According to Lachman, there is very little evidence to support the White House position that tax cuts will spur sustained 3 or 4 percent economic growth. There would probably be some positive effects on GDP, particularly from increased incentives for businesses to invest, but he pegs it around .1 or .2 percentage points, given the current state of the job market.
“The thing with the tax cuts this time around that’s very different from 1981 is the economy is close to full employment,” he said.
Though some economists disagree, Lachman does believe the labor market is nearing its peak. With productivity growth lagging, the population aging, and potential upheavals in trade policy looming, he does not expect tax cuts to produce significant continuous GDP growth.
“You could get a few quarters like that but not much more,” he said.
In theory, Madowitz said businesses might be holding back on investment until after future tax policy becomes clear, but he is unsure how much the outcome of the tax reform fight will alter business behavior.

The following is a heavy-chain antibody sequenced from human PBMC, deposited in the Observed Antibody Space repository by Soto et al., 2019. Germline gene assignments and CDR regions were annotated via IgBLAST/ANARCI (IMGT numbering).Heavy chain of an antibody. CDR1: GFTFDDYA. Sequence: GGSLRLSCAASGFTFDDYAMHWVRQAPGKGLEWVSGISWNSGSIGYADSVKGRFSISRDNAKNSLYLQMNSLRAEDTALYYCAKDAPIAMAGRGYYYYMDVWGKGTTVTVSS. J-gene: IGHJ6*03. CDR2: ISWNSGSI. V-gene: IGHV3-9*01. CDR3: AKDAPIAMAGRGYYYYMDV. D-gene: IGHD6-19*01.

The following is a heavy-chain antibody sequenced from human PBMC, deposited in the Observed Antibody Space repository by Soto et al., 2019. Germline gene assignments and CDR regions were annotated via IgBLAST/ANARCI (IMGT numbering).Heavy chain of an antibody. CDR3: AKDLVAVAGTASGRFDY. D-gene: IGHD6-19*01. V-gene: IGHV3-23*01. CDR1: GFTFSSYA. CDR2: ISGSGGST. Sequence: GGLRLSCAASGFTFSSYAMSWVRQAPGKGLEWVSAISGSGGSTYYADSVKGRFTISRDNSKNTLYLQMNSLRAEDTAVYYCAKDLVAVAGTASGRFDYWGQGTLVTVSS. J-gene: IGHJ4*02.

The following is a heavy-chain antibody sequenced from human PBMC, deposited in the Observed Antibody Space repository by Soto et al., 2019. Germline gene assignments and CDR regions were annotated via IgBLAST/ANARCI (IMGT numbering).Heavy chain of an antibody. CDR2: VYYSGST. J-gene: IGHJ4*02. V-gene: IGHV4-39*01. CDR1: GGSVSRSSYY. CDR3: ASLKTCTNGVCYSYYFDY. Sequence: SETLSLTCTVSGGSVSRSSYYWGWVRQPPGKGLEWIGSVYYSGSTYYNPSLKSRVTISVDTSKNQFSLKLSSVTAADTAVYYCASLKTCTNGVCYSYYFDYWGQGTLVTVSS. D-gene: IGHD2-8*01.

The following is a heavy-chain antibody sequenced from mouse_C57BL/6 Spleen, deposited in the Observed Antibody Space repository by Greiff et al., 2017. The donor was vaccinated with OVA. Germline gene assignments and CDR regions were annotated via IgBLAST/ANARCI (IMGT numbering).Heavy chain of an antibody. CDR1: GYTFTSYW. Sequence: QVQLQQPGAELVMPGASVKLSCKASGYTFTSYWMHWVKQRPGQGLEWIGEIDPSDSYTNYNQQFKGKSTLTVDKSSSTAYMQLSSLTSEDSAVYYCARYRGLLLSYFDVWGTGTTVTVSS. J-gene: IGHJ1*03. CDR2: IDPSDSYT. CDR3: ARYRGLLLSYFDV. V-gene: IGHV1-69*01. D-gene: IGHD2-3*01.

“By the book, passing a tax cut can be good for growth if it boosts investment, while failing to pass one should have little effect…,” he said. “But we’ve actually seen a slight uptick in investment this year, so I’m not sure how much stock I put in the by-the-book answer right now.”
Trump has enacted relatively few economic policy changes so far, but the expectation of deregulation and tax cuts based on his campaign promises and tweets could be influencing corporate decisions and financial activity.
“If you’re looking from a longer run point of view, what people should be worried about is that a lot of the growth in economy has been achieved by pumping up the stock market, pumping up the bond market,” Lachman said.
If actual economic performance and investment do not match those expectations, the markets will not react well.
“At some stage, you’re going to get corrections there that would be a very big headwind,” he said.